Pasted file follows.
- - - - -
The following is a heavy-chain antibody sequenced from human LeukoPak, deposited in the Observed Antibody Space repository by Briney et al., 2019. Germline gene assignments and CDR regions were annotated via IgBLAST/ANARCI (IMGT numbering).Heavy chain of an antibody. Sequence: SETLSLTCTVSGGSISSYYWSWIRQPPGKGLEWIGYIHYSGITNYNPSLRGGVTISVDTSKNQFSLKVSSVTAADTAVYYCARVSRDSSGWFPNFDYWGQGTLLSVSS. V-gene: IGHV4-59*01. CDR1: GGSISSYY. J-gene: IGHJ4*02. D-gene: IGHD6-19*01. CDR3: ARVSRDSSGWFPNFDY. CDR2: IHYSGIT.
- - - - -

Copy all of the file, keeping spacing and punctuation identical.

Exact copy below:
The following is a heavy-chain antibody sequenced from human LeukoPak, deposited in the Observed Antibody Space repository by Briney et al., 2019. Germline gene assignments and CDR regions were annotated via IgBLAST/ANARCI (IMGT numbering).Heavy chain of an antibody. Sequence: SETLSLTCTVSGGSISSYYWSWIRQPPGKGLEWIGYIHYSGITNYNPSLRGGVTISVDTSKNQFSLKVSSVTAADTAVYYCARVSRDSSGWFPNFDYWGQGTLLSVSS. V-gene: IGHV4-59*01. CDR1: GGSISSYY. J-gene: IGHJ4*02. D-gene: IGHD6-19*01. CDR3: ARVSRDSSGWFPNFDY. CDR2: IHYSGIT.